Anfield has the second highest tourist destination in Liverpool, because of the football stadium, home of Liverpool Football Club, and stands amongst these terraced houses. It is a city centre suburb, and has a declining population of 430,000 compared the 870,000 in 1946. This significant impact was caused by the Compulsory Purchase Orders implemented on the residents of Anfield. Street upon streets of the 2 Up 2 Down, terraced houses became empty and boarded up. The council gave the residents no option, but to sell cheap to them. The council then borrowed the house owners £30,000 to re-house themselves, which they expect to be re-paid upon the house owners’ death. What was not foreseen was the economic downturn, which, like many other areas in the UK, left Anfield with some areas which were already demolished or boarded up, and which has remained as such for a period of ten years. The site could be compared to the aftermath of World War II. In contrast, this is a very proud community, with a history of media description as being deprived and austere, which in itself, has had an adverse effect on most of the residents, but also, many who want to prove otherwise.
Heeswijk knew that by re-engaging people with the area where they live or work and if they would become owners of their own environment once again, the community would grow, because they would all feel that they belong to that place.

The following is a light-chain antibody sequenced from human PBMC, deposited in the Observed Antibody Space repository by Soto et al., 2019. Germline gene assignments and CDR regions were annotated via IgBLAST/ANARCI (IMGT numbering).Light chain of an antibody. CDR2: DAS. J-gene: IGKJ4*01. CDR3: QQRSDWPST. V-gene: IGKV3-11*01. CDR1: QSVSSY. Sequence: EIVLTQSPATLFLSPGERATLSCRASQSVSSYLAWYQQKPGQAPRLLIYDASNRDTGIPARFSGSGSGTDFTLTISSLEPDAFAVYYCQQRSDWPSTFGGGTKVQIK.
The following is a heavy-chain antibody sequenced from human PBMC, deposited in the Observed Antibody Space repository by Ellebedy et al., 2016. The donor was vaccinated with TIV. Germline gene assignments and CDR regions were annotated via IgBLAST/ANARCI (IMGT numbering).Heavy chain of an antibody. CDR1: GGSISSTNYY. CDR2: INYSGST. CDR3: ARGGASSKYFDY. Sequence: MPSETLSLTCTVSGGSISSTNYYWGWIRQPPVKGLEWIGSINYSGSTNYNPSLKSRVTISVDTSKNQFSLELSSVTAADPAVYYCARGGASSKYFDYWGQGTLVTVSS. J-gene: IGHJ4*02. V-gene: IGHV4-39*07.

The ‘site’ became the old Mitchells Bakery and two adjoining properties which were to become a shop/bakery and kitchen, and a community meeting space, downstairs, with three separate living spaces upstairs. The bakery which provided baked goods for 85 years, also just a stone’s throw from the hive of this area, Anfield Football Stadium, would be paramount in connecting the project with the residents and visitors alike.
Mitchells Bakery – ‘Homebaked’Project
Heeswijk has stated that on researching the area, what became a prominent feature, and what was said to her on numerous occasions was that the people of Anfield had become ‘sick’ of waiting for something to be done in the area, ‘sick’ of what had happened, and ‘sick’ of what the area had become to stand for. Therefore, she decided, that her part in the project was to be the person who brought an antidote to the site.